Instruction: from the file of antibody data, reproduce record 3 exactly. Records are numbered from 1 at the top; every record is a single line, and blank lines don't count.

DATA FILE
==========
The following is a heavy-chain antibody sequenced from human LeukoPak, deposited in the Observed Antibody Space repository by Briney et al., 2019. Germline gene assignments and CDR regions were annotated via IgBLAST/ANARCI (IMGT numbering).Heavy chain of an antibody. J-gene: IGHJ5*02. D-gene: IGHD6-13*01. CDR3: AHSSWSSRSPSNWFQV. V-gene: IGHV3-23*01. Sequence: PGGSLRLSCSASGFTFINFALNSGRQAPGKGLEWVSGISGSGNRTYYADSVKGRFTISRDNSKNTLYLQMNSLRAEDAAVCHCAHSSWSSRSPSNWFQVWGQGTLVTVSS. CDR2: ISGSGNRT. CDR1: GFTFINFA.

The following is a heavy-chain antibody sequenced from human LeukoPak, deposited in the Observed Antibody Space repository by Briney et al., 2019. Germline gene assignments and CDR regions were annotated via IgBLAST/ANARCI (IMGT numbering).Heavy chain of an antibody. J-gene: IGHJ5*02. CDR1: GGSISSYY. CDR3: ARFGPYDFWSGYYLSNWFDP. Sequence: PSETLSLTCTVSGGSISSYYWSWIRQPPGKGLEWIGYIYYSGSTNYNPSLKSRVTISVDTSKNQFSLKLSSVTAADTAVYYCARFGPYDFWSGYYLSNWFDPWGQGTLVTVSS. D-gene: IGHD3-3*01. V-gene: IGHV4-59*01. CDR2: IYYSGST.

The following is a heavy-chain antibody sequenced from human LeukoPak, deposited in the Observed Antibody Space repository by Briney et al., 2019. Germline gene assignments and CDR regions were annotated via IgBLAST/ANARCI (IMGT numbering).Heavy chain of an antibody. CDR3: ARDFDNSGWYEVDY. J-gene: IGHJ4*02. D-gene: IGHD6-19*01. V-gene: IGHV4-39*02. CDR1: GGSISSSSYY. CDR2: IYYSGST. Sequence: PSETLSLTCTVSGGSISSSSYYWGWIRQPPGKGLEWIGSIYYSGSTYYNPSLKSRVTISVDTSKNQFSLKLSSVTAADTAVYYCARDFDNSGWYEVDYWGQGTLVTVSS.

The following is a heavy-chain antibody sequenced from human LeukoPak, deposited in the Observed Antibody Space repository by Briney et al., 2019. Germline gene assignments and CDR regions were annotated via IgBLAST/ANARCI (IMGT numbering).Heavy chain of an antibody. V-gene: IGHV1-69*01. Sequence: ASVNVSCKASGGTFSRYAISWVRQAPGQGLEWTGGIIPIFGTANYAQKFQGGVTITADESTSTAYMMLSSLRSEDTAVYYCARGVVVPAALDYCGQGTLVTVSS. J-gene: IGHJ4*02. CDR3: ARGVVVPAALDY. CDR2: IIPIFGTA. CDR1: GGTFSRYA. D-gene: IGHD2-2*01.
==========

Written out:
The following is a heavy-chain antibody sequenced from human LeukoPak, deposited in the Observed Antibody Space repository by Briney et al., 2019. Germline gene assignments and CDR regions were annotated via IgBLAST/ANARCI (IMGT numbering).Heavy chain of an antibody. CDR3: ARDFDNSGWYEVDY. J-gene: IGHJ4*02. D-gene: IGHD6-19*01. V-gene: IGHV4-39*02. CDR1: GGSISSSSYY. CDR2: IYYSGST. Sequence: PSETLSLTCTVSGGSISSSSYYWGWIRQPPGKGLEWIGSIYYSGSTYYNPSLKSRVTISVDTSKNQFSLKLSSVTAADTAVYYCARDFDNSGWYEVDYWGQGTLVTVSS.